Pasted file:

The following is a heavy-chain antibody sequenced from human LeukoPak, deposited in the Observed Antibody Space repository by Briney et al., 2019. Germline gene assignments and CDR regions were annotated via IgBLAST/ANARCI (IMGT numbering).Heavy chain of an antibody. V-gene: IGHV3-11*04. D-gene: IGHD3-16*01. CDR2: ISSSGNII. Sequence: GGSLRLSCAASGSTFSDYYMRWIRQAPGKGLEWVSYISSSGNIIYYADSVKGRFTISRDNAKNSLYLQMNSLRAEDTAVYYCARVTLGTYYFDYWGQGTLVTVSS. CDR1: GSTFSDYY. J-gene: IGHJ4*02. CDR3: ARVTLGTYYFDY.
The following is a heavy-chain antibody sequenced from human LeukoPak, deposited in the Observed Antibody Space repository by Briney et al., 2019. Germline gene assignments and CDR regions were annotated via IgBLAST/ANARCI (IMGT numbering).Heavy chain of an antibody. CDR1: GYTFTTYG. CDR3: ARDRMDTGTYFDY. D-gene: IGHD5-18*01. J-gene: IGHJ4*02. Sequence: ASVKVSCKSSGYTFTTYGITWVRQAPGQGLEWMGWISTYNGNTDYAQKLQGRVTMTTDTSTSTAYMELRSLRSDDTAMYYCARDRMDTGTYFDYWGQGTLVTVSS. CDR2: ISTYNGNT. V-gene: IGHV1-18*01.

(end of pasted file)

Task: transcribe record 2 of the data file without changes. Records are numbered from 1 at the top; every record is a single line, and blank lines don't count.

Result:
The following is a heavy-chain antibody sequenced from human LeukoPak, deposited in the Observed Antibody Space repository by Briney et al., 2019. Germline gene assignments and CDR regions were annotated via IgBLAST/ANARCI (IMGT numbering).Heavy chain of an antibody. CDR1: GYTFTTYG. CDR3: ARDRMDTGTYFDY. D-gene: IGHD5-18*01. J-gene: IGHJ4*02. Sequence: ASVKVSCKSSGYTFTTYGITWVRQAPGQGLEWMGWISTYNGNTDYAQKLQGRVTMTTDTSTSTAYMELRSLRSDDTAMYYCARDRMDTGTYFDYWGQGTLVTVSS. CDR2: ISTYNGNT. V-gene: IGHV1-18*01.